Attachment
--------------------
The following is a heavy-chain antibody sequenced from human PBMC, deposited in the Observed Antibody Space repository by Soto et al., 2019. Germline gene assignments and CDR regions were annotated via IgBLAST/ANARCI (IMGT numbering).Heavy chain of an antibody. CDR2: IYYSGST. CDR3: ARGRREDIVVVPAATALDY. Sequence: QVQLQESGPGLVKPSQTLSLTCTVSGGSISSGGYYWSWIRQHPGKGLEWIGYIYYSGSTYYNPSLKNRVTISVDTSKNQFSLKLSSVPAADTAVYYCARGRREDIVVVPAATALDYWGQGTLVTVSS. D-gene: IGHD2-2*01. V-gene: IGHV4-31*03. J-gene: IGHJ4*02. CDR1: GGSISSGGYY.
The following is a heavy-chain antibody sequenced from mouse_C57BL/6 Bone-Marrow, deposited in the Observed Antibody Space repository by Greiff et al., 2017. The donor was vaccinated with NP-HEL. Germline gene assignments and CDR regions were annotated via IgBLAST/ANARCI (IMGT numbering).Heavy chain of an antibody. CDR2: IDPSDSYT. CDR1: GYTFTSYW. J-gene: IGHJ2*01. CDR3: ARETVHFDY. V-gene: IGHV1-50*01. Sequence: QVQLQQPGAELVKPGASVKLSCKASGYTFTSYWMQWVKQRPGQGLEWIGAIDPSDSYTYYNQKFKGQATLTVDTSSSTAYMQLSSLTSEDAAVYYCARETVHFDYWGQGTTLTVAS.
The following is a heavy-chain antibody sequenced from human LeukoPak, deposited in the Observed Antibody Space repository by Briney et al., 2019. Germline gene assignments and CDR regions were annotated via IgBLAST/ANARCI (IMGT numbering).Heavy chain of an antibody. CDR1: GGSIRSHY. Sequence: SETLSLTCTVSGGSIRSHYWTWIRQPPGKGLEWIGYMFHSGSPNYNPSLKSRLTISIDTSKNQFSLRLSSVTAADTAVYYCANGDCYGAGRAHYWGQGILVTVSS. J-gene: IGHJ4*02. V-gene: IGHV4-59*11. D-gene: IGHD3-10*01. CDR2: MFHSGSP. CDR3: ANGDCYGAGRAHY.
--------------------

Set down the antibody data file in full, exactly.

The following is a heavy-chain antibody sequenced from human PBMC, deposited in the Observed Antibody Space repository by Soto et al., 2019. Germline gene assignments and CDR regions were annotated via IgBLAST/ANARCI (IMGT numbering).Heavy chain of an antibody. CDR2: IYYSGST. CDR3: ARGRREDIVVVPAATALDY. Sequence: QVQLQESGPGLVKPSQTLSLTCTVSGGSISSGGYYWSWIRQHPGKGLEWIGYIYYSGSTYYNPSLKNRVTISVDTSKNQFSLKLSSVPAADTAVYYCARGRREDIVVVPAATALDYWGQGTLVTVSS. D-gene: IGHD2-2*01. V-gene: IGHV4-31*03. J-gene: IGHJ4*02. CDR1: GGSISSGGYY.
The following is a heavy-chain antibody sequenced from mouse_C57BL/6 Bone-Marrow, deposited in the Observed Antibody Space repository by Greiff et al., 2017. The donor was vaccinated with NP-HEL. Germline gene assignments and CDR regions were annotated via IgBLAST/ANARCI (IMGT numbering).Heavy chain of an antibody. CDR2: IDPSDSYT. CDR1: GYTFTSYW. J-gene: IGHJ2*01. CDR3: ARETVHFDY. V-gene: IGHV1-50*01. Sequence: QVQLQQPGAELVKPGASVKLSCKASGYTFTSYWMQWVKQRPGQGLEWIGAIDPSDSYTYYNQKFKGQATLTVDTSSSTAYMQLSSLTSEDAAVYYCARETVHFDYWGQGTTLTVAS.
The following is a heavy-chain antibody sequenced from human LeukoPak, deposited in the Observed Antibody Space repository by Briney et al., 2019. Germline gene assignments and CDR regions were annotated via IgBLAST/ANARCI (IMGT numbering).Heavy chain of an antibody. CDR1: GGSIRSHY. Sequence: SETLSLTCTVSGGSIRSHYWTWIRQPPGKGLEWIGYMFHSGSPNYNPSLKSRLTISIDTSKNQFSLRLSSVTAADTAVYYCANGDCYGAGRAHYWGQGILVTVSS. J-gene: IGHJ4*02. V-gene: IGHV4-59*11. D-gene: IGHD3-10*01. CDR2: MFHSGSP. CDR3: ANGDCYGAGRAHY.